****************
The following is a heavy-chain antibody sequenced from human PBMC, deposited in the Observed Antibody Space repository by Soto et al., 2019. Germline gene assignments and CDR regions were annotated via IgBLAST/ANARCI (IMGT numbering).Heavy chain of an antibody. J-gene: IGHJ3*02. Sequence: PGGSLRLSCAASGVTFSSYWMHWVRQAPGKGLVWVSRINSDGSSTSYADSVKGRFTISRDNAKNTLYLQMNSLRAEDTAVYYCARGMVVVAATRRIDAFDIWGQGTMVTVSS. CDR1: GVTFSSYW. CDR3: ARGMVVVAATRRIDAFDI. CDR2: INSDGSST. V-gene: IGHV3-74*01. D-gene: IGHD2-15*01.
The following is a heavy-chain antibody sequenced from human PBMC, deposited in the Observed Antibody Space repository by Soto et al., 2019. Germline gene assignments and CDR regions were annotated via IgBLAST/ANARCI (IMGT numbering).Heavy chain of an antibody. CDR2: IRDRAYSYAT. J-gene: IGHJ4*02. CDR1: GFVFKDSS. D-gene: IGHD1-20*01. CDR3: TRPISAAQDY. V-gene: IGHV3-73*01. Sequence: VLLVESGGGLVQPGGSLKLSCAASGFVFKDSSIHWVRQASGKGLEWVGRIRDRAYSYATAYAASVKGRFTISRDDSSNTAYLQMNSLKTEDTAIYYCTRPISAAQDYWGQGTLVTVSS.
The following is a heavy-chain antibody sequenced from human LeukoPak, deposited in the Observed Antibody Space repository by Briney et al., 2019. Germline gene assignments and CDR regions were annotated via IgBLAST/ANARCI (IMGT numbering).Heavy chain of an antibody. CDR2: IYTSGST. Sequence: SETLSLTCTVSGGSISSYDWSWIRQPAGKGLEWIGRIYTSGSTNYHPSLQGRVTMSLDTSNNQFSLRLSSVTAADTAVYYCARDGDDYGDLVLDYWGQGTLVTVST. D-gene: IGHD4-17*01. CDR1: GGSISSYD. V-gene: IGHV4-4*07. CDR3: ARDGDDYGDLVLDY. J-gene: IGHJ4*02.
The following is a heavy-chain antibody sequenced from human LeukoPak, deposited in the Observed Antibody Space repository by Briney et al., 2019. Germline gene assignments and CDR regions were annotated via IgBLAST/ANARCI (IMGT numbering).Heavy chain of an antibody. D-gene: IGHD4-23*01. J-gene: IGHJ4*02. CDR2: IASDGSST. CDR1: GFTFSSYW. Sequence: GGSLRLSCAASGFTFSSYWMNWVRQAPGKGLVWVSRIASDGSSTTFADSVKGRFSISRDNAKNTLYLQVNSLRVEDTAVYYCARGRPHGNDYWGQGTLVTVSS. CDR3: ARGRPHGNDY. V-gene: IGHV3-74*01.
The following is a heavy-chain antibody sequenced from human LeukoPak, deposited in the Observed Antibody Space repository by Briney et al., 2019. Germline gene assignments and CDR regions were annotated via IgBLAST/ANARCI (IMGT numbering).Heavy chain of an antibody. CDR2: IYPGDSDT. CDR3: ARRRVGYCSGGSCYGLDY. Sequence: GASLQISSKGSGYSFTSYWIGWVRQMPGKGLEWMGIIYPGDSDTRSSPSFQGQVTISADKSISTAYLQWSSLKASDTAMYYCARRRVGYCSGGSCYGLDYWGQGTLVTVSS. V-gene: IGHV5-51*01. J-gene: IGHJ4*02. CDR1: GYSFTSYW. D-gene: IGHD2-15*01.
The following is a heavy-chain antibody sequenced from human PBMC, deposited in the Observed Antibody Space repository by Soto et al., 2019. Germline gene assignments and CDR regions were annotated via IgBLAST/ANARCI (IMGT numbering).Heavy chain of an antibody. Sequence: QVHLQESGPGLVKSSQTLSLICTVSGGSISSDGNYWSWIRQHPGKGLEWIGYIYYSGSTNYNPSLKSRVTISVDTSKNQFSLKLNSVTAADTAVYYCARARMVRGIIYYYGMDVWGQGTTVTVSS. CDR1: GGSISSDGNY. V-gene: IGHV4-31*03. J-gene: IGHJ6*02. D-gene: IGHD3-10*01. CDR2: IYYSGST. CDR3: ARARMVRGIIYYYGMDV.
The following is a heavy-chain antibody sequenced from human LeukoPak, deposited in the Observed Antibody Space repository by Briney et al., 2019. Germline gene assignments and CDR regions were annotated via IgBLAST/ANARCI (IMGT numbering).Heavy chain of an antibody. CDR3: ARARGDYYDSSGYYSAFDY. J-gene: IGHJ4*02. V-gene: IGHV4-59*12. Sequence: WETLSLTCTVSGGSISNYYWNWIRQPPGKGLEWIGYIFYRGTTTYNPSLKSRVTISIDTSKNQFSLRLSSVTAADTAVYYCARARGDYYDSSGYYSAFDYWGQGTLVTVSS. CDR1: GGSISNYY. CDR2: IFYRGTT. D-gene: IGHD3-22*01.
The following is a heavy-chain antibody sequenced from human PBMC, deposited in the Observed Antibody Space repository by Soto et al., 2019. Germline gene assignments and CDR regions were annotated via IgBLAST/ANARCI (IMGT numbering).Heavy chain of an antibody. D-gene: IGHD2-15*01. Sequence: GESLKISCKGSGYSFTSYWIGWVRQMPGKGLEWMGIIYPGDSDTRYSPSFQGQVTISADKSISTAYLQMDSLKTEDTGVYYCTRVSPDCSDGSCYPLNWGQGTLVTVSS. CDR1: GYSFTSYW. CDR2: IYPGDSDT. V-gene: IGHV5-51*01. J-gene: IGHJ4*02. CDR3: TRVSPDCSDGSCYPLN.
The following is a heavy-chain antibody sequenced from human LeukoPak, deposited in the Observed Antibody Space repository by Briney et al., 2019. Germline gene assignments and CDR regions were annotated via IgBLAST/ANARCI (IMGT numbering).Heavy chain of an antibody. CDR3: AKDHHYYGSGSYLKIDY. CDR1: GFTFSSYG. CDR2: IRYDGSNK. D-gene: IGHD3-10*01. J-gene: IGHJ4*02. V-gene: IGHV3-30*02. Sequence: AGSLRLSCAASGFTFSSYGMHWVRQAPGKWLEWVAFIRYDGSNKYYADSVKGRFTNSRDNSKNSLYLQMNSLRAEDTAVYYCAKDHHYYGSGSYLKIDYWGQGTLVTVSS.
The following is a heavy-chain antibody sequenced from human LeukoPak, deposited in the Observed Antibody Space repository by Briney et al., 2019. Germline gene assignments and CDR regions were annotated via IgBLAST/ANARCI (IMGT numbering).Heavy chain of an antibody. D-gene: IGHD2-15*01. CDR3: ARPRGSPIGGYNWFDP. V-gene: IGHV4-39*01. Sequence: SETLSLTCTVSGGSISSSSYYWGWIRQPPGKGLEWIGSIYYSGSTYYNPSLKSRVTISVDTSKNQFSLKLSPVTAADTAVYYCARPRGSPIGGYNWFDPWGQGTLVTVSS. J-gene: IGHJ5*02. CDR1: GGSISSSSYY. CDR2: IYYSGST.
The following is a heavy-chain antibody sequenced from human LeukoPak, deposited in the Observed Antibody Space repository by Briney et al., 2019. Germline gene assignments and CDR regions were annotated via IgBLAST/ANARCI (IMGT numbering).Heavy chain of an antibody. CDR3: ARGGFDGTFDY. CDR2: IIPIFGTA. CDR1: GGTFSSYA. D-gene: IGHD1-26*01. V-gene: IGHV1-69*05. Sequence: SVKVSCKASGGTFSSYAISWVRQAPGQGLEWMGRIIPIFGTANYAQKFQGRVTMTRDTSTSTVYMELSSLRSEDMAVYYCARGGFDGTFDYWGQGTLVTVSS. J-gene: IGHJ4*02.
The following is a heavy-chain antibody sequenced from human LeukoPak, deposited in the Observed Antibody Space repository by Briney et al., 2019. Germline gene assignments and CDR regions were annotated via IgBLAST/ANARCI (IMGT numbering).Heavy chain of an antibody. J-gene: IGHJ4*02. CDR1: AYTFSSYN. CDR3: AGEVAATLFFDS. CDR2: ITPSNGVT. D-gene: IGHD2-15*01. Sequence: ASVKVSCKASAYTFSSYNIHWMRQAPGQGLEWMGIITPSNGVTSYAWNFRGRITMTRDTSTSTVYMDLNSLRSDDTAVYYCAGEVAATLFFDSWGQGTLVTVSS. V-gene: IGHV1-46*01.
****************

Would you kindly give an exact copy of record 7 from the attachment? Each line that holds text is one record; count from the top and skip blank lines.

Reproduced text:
The following is a heavy-chain antibody sequenced from human LeukoPak, deposited in the Observed Antibody Space repository by Briney et al., 2019. Germline gene assignments and CDR regions were annotated via IgBLAST/ANARCI (IMGT numbering).Heavy chain of an antibody. CDR3: ARARGDYYDSSGYYSAFDY. J-gene: IGHJ4*02. V-gene: IGHV4-59*12. Sequence: WETLSLTCTVSGGSISNYYWNWIRQPPGKGLEWIGYIFYRGTTTYNPSLKSRVTISIDTSKNQFSLRLSSVTAADTAVYYCARARGDYYDSSGYYSAFDYWGQGTLVTVSS. CDR1: GGSISNYY. CDR2: IFYRGTT. D-gene: IGHD3-22*01.